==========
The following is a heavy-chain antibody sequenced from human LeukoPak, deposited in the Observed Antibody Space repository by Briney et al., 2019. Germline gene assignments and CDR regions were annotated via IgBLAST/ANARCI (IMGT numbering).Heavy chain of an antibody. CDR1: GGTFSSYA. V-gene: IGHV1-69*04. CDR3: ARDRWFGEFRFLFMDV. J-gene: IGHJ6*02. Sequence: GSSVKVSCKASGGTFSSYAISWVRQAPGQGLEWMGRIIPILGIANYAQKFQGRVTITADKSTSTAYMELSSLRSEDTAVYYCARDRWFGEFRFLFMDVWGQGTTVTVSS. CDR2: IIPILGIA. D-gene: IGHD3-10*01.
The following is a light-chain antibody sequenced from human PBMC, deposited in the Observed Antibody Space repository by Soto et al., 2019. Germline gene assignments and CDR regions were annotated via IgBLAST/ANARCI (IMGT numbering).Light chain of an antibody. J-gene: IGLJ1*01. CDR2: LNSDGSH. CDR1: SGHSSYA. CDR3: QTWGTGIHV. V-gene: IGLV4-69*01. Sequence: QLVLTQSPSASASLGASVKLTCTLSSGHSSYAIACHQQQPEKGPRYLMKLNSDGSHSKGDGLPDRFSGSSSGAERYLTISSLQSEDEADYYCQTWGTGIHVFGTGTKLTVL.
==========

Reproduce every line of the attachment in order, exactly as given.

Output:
The following is a heavy-chain antibody sequenced from human LeukoPak, deposited in the Observed Antibody Space repository by Briney et al., 2019. Germline gene assignments and CDR regions were annotated via IgBLAST/ANARCI (IMGT numbering).Heavy chain of an antibody. CDR1: GGTFSSYA. V-gene: IGHV1-69*04. CDR3: ARDRWFGEFRFLFMDV. J-gene: IGHJ6*02. Sequence: GSSVKVSCKASGGTFSSYAISWVRQAPGQGLEWMGRIIPILGIANYAQKFQGRVTITADKSTSTAYMELSSLRSEDTAVYYCARDRWFGEFRFLFMDVWGQGTTVTVSS. CDR2: IIPILGIA. D-gene: IGHD3-10*01.
The following is a light-chain antibody sequenced from human PBMC, deposited in the Observed Antibody Space repository by Soto et al., 2019. Germline gene assignments and CDR regions were annotated via IgBLAST/ANARCI (IMGT numbering).Light chain of an antibody. J-gene: IGLJ1*01. CDR2: LNSDGSH. CDR1: SGHSSYA. CDR3: QTWGTGIHV. V-gene: IGLV4-69*01. Sequence: QLVLTQSPSASASLGASVKLTCTLSSGHSSYAIACHQQQPEKGPRYLMKLNSDGSHSKGDGLPDRFSGSSSGAERYLTISSLQSEDEADYYCQTWGTGIHVFGTGTKLTVL.